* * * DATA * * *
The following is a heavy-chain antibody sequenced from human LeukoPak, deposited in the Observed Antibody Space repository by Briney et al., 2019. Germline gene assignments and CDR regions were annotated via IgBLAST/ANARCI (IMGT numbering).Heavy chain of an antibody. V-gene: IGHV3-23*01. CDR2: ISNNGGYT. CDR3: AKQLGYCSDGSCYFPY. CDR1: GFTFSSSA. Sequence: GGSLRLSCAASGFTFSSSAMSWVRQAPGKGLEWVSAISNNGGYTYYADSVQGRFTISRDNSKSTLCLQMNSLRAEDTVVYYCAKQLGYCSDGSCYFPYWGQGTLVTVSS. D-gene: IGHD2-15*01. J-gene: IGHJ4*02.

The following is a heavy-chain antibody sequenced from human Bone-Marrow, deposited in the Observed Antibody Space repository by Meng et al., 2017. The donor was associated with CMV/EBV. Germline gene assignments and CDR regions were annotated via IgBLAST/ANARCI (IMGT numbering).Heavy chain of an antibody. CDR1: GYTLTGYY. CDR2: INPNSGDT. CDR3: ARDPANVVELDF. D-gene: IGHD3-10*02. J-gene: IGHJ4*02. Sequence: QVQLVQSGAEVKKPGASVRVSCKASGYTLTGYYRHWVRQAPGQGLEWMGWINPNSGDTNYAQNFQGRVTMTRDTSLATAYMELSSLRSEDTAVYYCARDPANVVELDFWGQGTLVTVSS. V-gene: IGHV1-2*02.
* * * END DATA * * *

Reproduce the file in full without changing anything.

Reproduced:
The following is a heavy-chain antibody sequenced from human LeukoPak, deposited in the Observed Antibody Space repository by Briney et al., 2019. Germline gene assignments and CDR regions were annotated via IgBLAST/ANARCI (IMGT numbering).Heavy chain of an antibody. V-gene: IGHV3-23*01. CDR2: ISNNGGYT. CDR3: AKQLGYCSDGSCYFPY. CDR1: GFTFSSSA. Sequence: GGSLRLSCAASGFTFSSSAMSWVRQAPGKGLEWVSAISNNGGYTYYADSVQGRFTISRDNSKSTLCLQMNSLRAEDTVVYYCAKQLGYCSDGSCYFPYWGQGTLVTVSS. D-gene: IGHD2-15*01. J-gene: IGHJ4*02.

The following is a heavy-chain antibody sequenced from human Bone-Marrow, deposited in the Observed Antibody Space repository by Meng et al., 2017. The donor was associated with CMV/EBV. Germline gene assignments and CDR regions were annotated via IgBLAST/ANARCI (IMGT numbering).Heavy chain of an antibody. CDR1: GYTLTGYY. CDR2: INPNSGDT. CDR3: ARDPANVVELDF. D-gene: IGHD3-10*02. J-gene: IGHJ4*02. Sequence: QVQLVQSGAEVKKPGASVRVSCKASGYTLTGYYRHWVRQAPGQGLEWMGWINPNSGDTNYAQNFQGRVTMTRDTSLATAYMELSSLRSEDTAVYYCARDPANVVELDFWGQGTLVTVSS. V-gene: IGHV1-2*02.